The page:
Jump to ContentJump to Main Navigation
No One Will Let Her LiveWomen's Struggle for Well-Being in a Delhi Slum$
Users without a subscription are not able to see the full content.

Claire Snell-Rood

Print publication date: 2015

Print ISBN-13: 9780520284807

Published to California Scholarship Online: September 2016

DOI: 10.1525/california/9780520284807.001.0001

Show Summary Details
Page of

PRINTED FROM CALIFORNIA SCHOLARSHIP ONLINE (www.california.universitypressscholarship.com). (c) Copyright University of California Press, 2019. All Rights Reserved. Under the terms of the licence agreement, an individual user may print out a PDF of a single chapter of a monograph in CALSO for personal use (for details see www.california.universitypressscholarship.com/page/535/privacy-policy-and-legal-notice).date: 22 April 2019

“Getting Ahead” as Moral Citizenship in the Face of Demolition

“Getting Ahead” as Moral Citizenship in the Face of Demolition

(p.131) 3 “Getting Ahead” as Moral Citizenship in the Face of Demolition
No One Will Let Her Live

Claire Snell-Rood

University of California Press

This chapter explores how women and their families made sense of their mobility while the basic social conditions of survival shifted all around them. The demolition of their industrial slum ended an era of cooperation between their families and political patrons. While they hoped that the demolition could be halted, women argued that public protest would make them vulnerable. Amid stalled community efforts to protest the demolition, planning for the future, and surviving the demolition’s aftermath, women offered an alternative moral concept of citizenship. Their decision to live in Delhi—house or no house—was a quest to “get ahead.” Without recognition from the state, residents emphasized how their personal transformation, societal contributions, and their struggles to get ahead in a moral fashion furthered their security. Though researchers have celebrated how collective advocacy enables communities to improve social conditions, this chapter suggests that families’ calculations for health are motivated by complex notions of security.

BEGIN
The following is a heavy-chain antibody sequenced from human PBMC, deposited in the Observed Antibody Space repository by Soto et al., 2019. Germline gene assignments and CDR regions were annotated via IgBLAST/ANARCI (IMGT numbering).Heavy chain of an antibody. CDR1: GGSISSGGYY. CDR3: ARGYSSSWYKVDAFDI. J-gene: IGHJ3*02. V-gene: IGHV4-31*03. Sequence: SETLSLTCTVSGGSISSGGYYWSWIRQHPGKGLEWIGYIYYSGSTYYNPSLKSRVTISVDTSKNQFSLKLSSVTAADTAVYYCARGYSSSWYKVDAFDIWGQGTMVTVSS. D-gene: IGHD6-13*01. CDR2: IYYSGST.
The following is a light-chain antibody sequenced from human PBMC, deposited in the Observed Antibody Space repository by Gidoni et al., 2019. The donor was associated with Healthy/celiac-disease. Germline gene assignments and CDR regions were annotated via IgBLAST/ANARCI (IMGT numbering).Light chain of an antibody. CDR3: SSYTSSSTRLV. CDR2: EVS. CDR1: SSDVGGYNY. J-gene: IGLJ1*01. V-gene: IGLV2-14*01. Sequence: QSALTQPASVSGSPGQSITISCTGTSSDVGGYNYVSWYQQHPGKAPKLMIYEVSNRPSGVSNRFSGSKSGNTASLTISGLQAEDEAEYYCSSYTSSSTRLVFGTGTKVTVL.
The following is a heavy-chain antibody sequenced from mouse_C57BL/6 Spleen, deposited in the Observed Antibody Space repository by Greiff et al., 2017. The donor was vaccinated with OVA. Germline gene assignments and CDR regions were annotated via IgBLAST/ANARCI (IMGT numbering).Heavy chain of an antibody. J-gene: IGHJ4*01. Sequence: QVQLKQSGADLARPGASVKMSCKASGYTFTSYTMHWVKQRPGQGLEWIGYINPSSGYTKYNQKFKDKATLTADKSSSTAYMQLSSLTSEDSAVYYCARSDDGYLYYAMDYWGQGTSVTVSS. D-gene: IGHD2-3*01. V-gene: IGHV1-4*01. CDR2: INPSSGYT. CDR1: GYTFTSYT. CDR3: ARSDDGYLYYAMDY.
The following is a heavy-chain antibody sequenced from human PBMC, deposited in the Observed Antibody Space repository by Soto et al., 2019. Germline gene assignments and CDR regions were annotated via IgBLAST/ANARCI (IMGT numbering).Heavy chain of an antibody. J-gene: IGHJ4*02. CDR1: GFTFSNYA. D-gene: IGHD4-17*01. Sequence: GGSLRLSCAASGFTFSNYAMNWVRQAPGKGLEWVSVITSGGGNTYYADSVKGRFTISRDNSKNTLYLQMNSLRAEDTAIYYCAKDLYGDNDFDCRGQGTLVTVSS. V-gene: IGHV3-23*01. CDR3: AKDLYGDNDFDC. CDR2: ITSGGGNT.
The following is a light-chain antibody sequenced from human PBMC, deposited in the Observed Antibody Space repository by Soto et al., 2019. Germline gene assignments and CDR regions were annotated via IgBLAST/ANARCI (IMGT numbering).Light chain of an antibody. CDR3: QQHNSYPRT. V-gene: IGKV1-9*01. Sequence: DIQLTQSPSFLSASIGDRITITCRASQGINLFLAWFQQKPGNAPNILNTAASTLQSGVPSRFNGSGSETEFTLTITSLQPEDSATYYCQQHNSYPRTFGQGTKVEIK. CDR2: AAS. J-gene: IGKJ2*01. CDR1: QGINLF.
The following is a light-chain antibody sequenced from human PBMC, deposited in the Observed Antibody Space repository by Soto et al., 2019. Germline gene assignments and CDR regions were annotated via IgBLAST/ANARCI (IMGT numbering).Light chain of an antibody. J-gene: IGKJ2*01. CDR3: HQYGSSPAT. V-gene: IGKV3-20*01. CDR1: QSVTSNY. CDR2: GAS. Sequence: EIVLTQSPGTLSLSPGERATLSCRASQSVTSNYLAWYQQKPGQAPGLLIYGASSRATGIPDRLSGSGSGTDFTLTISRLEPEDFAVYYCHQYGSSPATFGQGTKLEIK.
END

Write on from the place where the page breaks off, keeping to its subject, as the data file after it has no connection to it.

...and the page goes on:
Keywords:   moral citizenship, urban renewal, community organizing, security, mobility, demolition

California Scholarship Online requires a subscription or purchase to access the full text of books within the service. Public users can however freely search the site and view the abstracts and keywords for each book and chapter.

Please, subscribe or login to access full text content.

If you think you should have access to this title, please contact your librarian.

To troubleshoot, please check our FAQs, and if you can't find the answer there, please contact us.